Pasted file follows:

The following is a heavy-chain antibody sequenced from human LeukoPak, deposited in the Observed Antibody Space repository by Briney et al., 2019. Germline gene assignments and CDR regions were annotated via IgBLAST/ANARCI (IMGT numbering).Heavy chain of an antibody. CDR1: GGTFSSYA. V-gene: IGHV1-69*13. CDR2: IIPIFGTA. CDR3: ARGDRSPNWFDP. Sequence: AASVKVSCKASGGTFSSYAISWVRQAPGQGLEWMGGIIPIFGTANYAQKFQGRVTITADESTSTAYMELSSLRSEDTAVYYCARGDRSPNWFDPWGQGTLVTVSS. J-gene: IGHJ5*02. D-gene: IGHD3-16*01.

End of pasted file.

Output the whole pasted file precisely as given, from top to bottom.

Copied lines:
The following is a heavy-chain antibody sequenced from human LeukoPak, deposited in the Observed Antibody Space repository by Briney et al., 2019. Germline gene assignments and CDR regions were annotated via IgBLAST/ANARCI (IMGT numbering).Heavy chain of an antibody. CDR1: GGTFSSYA. V-gene: IGHV1-69*13. CDR2: IIPIFGTA. CDR3: ARGDRSPNWFDP. Sequence: AASVKVSCKASGGTFSSYAISWVRQAPGQGLEWMGGIIPIFGTANYAQKFQGRVTITADESTSTAYMELSSLRSEDTAVYYCARGDRSPNWFDPWGQGTLVTVSS. J-gene: IGHJ5*02. D-gene: IGHD3-16*01.